Official Presidential Documents: Selected Sources

presidential seal

The first State of the Union address by President Donald J. Trump is already available online and will be available from other sources in the coming days.  For our current president, there are a wealth of resources that give you access to his activities, speeches, political remarks, etc. in blogs, Internet posts, newspaper and magazine articles, etc. Listed below are some of the Presidential resources that give you access to official Presidential documents of the United States government.

  • The official powers of the President of the United States are set forth in Article 1, Section 2 of the U.S. Constitution, and more “mundane” things such as compensation, traveling expenses, “assistance to the President for unanticipated needs,” “furniture for the Executive Residence at the White House,” etc. are delineated in title 3 of the United States Code.
  • The official website of the White House contains information on the activities of the President and the First Lady, issues and legislation important to the President, and information about the White House itself.
  • The National Archives is the guardian of all official Presidential Records. With the administration of Presidential Ronald Reagan, all presidential papers automatically become government property, and the National Archives receives everything from the White House on the last day of an administration.  (Before Reagan, the President’s papers were a “deed of gift” because the President had discretion to turn them over to the government, or not.)  Included at the Archives website are links to all presidential libraries.
  • The Federal Depository Library Program has produced the following LibGuide: Presidential Documents: Overview, which covers presidential documents, presidential libraries and museums, and presidential history.
  • Hein Online has a U.S. Presidential Library with compilations of presidential messages, speeches, papers, etc.
  • The Presidential Documents section of the Federal Register contains executive orders and proclamations of the President, which are codified once a year and published in Title 3 of the Code of Federal Regulations.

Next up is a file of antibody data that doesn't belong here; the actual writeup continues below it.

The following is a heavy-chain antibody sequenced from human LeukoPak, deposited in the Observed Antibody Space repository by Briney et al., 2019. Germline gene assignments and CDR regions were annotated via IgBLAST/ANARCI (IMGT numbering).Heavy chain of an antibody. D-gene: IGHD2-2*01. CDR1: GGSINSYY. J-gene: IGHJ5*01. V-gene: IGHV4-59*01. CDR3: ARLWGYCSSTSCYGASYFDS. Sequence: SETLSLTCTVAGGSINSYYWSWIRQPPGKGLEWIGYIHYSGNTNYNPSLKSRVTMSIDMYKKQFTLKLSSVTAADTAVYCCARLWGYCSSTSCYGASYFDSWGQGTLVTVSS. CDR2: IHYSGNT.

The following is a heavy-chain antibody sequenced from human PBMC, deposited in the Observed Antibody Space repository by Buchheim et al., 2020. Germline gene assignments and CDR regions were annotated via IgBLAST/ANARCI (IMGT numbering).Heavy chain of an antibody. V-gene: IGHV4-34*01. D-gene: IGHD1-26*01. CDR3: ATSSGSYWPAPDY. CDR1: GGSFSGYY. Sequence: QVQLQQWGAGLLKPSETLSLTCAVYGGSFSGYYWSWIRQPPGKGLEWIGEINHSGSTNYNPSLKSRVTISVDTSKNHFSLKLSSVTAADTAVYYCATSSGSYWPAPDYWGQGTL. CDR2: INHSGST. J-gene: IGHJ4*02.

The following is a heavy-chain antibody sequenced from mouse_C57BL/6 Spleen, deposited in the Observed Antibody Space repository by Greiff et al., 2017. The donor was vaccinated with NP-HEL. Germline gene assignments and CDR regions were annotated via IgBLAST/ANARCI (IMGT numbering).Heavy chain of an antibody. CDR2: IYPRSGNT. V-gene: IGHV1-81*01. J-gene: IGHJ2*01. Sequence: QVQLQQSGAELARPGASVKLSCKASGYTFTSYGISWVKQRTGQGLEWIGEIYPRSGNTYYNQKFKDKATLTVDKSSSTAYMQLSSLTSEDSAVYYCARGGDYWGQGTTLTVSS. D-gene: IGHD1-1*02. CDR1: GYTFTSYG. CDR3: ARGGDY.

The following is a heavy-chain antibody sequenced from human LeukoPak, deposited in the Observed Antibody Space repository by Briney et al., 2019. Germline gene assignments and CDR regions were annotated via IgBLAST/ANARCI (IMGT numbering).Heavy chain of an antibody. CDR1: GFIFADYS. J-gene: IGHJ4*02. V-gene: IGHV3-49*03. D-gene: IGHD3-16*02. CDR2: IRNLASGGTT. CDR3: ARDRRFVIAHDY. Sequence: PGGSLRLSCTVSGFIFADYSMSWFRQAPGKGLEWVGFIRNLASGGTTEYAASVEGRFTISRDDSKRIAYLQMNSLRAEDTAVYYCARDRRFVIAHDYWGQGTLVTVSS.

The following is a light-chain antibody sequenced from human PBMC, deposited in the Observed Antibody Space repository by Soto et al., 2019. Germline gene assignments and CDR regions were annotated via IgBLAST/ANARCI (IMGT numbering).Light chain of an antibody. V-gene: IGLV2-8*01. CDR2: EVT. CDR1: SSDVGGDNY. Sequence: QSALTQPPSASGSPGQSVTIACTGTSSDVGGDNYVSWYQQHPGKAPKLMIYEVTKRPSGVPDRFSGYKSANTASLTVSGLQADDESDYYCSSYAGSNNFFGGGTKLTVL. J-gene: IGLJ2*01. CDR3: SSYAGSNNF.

• Daily Compilation of Presidential Documents (2009 to 2018) and Weekly Compilation of Presidential Documents (1965 to 2009) are available in Hein Online, which also contain Presidential proclamations and executive orders.
  • The BLS Library contains the various collections of the Public Papers of the Presidents of the United States.  These volumes can be located in the SARA online catalog by searching the name of the President you are interested in.  For example, the record for the collection of the papers of President Barack Obama can be found here.

President Grants Clemency to 231 Inmates, a One-Day Record

from blog

Today, President Obama granted clemency to 231 deserving individuals — the most individual acts of clemency granted in a single day by any president in this nation’s history. With today’s 153 commutations, the President has now commuted the sentences of 1,176 individuals, including 395 life sentences. The President also granted pardons to 78 individuals, bringing his total number of pardons to 148. Today’s acts of clemency — and the mercy the President has shown his 1,324 clemency recipients — exemplify his belief that America is a nation of second chances.


The 231 individuals granted clemency today have all demonstrated that they are ready to make use — or have already made use — of a second chance. While each clemency recipient’s story is unique, the common thread of rehabilitation underlies all of them. For the pardon recipient, it is the story of an individual who has led a productive and law-abiding post-conviction life, including by contributing to the community in a meaningful way. For the commutation recipient, it is the story of an individual who has made the most of his or her time in prison, by participating in educational courses, vocational training, and drug treatment. These are the stories that demonstrate the successes that can be achieved — by both individuals and society — in a nation of second chances.